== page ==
In the year 2003, ten dairy farmers received original dairy cattle straight from Ireland. The strength of this project was in the idea of passing on the heifers from one beneficiary who received the animal to another. After fourteen years of the projects implementation, one might tend to wonder if the project has addressed the problems that the dairy farmers where facing before receiving the cattle.

This article has all the answers to this question and more, read on to learn about how the dairy farmers have been thriving in the dairy business and if it has yielded fruitful results.

some questions to ask yourself

  1. What was the dairy farmer’s life like before receiving the animal?
  2. How have the dairy cattle improved the farmer’s livelihood and living standards?
  3. Is the farmer still benefiting from the dairy business or the cattle?
  4. What challenges do the farmers face in dairy farming?

The project has been beneficial because for fourteen years both original and pass on beneficiaries are still reaping the rewards of dairy farming. The cattle have been beneficial through the milk they provide, some is sold while some is used by the household for consumption. The bulls that are born from the cows and the aged cows are usually sold by the farmers and these bring in a great deal of cash. The cattle have also been a source of manure which has been used by the farmers as a natural fertilizer, the animal urine has also been used as an insecticide which in turn leads to the improved production of plants. Before the project was implemented SSLLP made sure that the farmers that would benefit from the project were properly educated on how best they hybrid cattle could be taken care of and kept to avoid diseases. The farmers that received these cattle in Likuni area also have a creamery near by where they sell their milk in bulk.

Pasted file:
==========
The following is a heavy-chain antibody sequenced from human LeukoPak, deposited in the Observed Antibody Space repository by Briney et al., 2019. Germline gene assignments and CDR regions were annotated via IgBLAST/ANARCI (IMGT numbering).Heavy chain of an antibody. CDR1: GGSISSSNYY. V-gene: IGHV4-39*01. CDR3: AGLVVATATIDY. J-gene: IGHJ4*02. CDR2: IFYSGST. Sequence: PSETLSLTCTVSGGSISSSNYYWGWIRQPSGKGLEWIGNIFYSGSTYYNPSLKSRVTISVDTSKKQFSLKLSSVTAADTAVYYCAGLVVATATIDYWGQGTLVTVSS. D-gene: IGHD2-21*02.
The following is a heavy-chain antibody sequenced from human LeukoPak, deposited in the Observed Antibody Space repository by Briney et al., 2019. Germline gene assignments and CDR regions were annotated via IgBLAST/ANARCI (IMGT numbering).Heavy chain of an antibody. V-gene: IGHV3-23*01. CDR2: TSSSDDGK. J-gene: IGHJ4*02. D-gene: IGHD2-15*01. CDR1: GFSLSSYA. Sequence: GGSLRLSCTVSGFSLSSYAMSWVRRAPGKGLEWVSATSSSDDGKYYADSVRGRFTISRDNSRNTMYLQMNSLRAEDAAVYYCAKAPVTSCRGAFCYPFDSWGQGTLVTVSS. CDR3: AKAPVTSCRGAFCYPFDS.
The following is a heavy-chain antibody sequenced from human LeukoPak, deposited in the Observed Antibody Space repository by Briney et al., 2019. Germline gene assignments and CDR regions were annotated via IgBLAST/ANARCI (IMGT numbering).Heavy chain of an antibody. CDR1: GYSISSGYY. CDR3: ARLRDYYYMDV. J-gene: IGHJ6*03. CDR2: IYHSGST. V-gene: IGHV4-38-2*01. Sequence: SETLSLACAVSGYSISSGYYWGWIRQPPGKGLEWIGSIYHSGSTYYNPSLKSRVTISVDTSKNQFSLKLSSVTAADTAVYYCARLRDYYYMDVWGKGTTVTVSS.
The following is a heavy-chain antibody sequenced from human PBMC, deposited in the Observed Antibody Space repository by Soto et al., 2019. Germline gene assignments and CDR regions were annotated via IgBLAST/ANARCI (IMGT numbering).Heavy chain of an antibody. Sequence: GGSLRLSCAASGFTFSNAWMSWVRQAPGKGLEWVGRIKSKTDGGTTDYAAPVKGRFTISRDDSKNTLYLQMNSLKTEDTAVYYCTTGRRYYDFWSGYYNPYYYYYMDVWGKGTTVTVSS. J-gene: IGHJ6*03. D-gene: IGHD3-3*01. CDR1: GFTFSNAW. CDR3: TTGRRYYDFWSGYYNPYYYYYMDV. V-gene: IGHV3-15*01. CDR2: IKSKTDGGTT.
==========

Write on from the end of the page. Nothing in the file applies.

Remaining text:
Emma Shilling aged 50 was widowed in 2010 thus lost support financially and physically too because her husband was the main bread winner before he died. Issues took a positive turn when she benefited from the SSLLP dairy project through a pass on technique that the organization and its partner Bothar had put in place before the project began. Emma Shilling was passed on a heifer from one of the beneficiaries who received the original airy cow and this was the begging of dairy farming for Emma Shilling. Emma uses the manure from the cattle to fertilize her garden to boost crop yields. In general these dairy cattle are the households source of income, manure and food. Emma shillings managed to pass on a heifer to Mrs. Mtalimanja, and she iss also reaping the benefits of dairy farming.


One Thought to “Passing on the gift”

  1. I benefit from perusing your website. thnx!

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